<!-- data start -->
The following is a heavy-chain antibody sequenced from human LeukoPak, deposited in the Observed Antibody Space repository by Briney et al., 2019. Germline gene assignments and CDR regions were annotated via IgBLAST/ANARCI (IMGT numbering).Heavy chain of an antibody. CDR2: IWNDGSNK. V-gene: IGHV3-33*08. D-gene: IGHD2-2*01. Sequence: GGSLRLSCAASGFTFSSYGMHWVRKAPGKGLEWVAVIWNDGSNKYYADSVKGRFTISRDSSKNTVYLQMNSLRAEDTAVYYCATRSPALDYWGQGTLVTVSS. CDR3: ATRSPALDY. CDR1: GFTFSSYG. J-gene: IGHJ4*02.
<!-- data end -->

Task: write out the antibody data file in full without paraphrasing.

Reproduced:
The following is a heavy-chain antibody sequenced from human LeukoPak, deposited in the Observed Antibody Space repository by Briney et al., 2019. Germline gene assignments and CDR regions were annotated via IgBLAST/ANARCI (IMGT numbering).Heavy chain of an antibody. CDR2: IWNDGSNK. V-gene: IGHV3-33*08. D-gene: IGHD2-2*01. Sequence: GGSLRLSCAASGFTFSSYGMHWVRKAPGKGLEWVAVIWNDGSNKYYADSVKGRFTISRDSSKNTVYLQMNSLRAEDTAVYYCATRSPALDYWGQGTLVTVSS. CDR3: ATRSPALDY. CDR1: GFTFSSYG. J-gene: IGHJ4*02.